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Posted on Feb 13, 2008 in Bento, Dumplings or Buns, Phyllo or Pancake or Other, Recipe | 29 comments

Brazilian salgadinhos bento lunch

Brazilian salgadinhos bento lunch


I went to a Japanese-Brazilian friend’s party this weekend where there was a gorgeous array of Brazilian savory appetizers called salgadinhos. Salgadinhos encompass a variety of different savory bites, including inverted cone-shaped stuffed “coxinhas“ whose dough is made with yucca and chicken broth, bolinhos de peixe” fish balls, “risolethick fried half-moons stuffed with fillings, “empada” pies baked in mini muffin tins, and Middle Eastern stuffed meat kibbeh (ground meat & bulgur wheat) that reflects the immigrant influence in Brazil.

Often eaten with hot sauce, evidently salgadinhos are popular snacks at bars and parties in Brazil. They were definitely a hit with the three-year-old birthday party crowd, who staged repeated strikes on the finger food table. Also popular were brigadeiro chocolate fudge candy and beijinho de coco coconut kisses, little Portuguese-influenced sweets made from condensed milk and rolled in either chocolate jimmies or shredded coconut. We finally had to move the plate out of reach of the children, who took up positions nearby to snatch up the chocolate balls.

Brazilian salgadinhos lunch for preschooler

I was so taken with the salgadinhos that I asked the hostess if I could take a few home to feature in a bento lunch, and she was gracious enough to give the green light and fill me in on the details. They may seem unusual for a packed lunch, but they’re in keeping with other ready-made appetizers that lend themselves nicely to the small scale of bentos, such as puff pastry appetizers, spanakopita, mini crab cakes, meatballs, etc. (Click to read the full post with lunch details…)

Contents of preschooler’s bento lunch: Brazilian salgadinhos appetizers (ham rizoli, chicken coxinha de frango, chicken-thigh empada with olives), mandarin orange segments, steamed broccoli with mayonnaise and aonori seaweed (recipe below), steamed red and yellow bell pepper with soy sauce and dashi, and beijinho de coco coconut kisses. The salgadinhos were hand-made by a private caterer in Daly City, CA; let me know if you’d like her info and I’ll send it to you.

Morning prep time: 10 minutes, using leftover salgadinhos. In the morning I popped the appetizers into my convection toaster oven for 5 minutes to re-crisp the exterior. While those were warming, I cooked both the broccoli and bell peppers in my microwave mini steamer and sauced them.

Cooking: I was looking for a different way to flavor steamed broccoli, and found a quick sauce in Papatto 15-fun! Oishii Obentou, one of my Japanese-language speed bento cookbooks. I put some trimmed broccoli florets in my microwave mini steamer with a tablespoon of water and heated them on high heat (1200W) for 50 seconds (you could also heat the broccoli in a covered microwave-safe bowl with a splash of water). Remove the broccoli from the steamer and pat with a paper towel to remove excess moisture. Let cool while you stir together a quick sauce of 2 tsp mayonnaise, 1/2 tsp soy sauce and 1 tsp aonori seaweed flakes. Either dip the cooled broccoli florets into the sauce or smear a little of the sauce into each floret with a spoon. This added a surprising amount of flavor to the broccoli, and Bug gave it a big thumbs up.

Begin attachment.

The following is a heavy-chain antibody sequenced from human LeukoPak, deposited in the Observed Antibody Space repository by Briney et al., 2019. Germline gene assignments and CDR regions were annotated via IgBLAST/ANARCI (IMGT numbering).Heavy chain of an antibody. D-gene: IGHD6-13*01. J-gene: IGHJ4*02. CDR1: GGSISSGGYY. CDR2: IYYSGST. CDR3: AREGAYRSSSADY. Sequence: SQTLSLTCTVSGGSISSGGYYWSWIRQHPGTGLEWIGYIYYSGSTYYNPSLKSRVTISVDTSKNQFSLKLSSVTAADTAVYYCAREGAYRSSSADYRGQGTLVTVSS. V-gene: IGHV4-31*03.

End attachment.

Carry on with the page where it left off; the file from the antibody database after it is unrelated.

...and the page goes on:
Insulated Shinkansen lunch bagPacking: To make sure the appetizers stayed crisp, I let them cool after coming out of the toaster oven before packing them in the box. This kept condensation from forming in the box that would have made it more difficult to open the box and increased the odds of the food going bad before lunchtime. The peppers went into a reusable silicone baking cup, and the broccoli went into a disposable plastic baking cup from Daiso that was easier to compact into a small space than a silicone cup. The lunch is packed in a 360ml Disney Cars bento box with both subdividers removed to fit the larger salgadinhos, and the box went into an insulated Shinkansen lunch bag with a wide base designed to carry bento boxes flat, not tipped over on their side. Little ice packs cut from a larger flexible ice blanket went inside the lunch bag to keep things cool. If Bug were hungrier, I could have frozen a little treat in a separate container and thrown that in his bag as an edible ice pack. (Click on any photo for more info.)Reusable ice blanket for packed lunches

Verdict: Not great. Bug downed the two fried salgadinhos, the broccoli and the orange segments at preschool, but left the rest. After school he ate a little of the bell peppers and the brigadeiro, but totally rejected the baked chicken empada even though its filling was similar to the coxinha that he downed. Oh well, at least he ate the broccoli!

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The Feisty Bento blog is running a bento contest, “Does This Make My Lunch Look Phat?” with an extended deadline of February 29, 2008. Selected winners will receive one of the cute bento boxes shown in her original post. A regular reader and commenter on Lunch in a Box, Yvo runs both Feisty Foodie and All My Bento Are Belong to Me (Feisty Bento) blogs.

On a self-interested note, I switched advertising networks last month and joined Foodbuzz, a new online food community. If you have a food blog and are looking to run ads, you might want to contact Foodbuzz and hear what they have to say (they’ll ask for a non-disclosure agreement). (Disclosure: The tracked contact link supports Lunch in a Box.)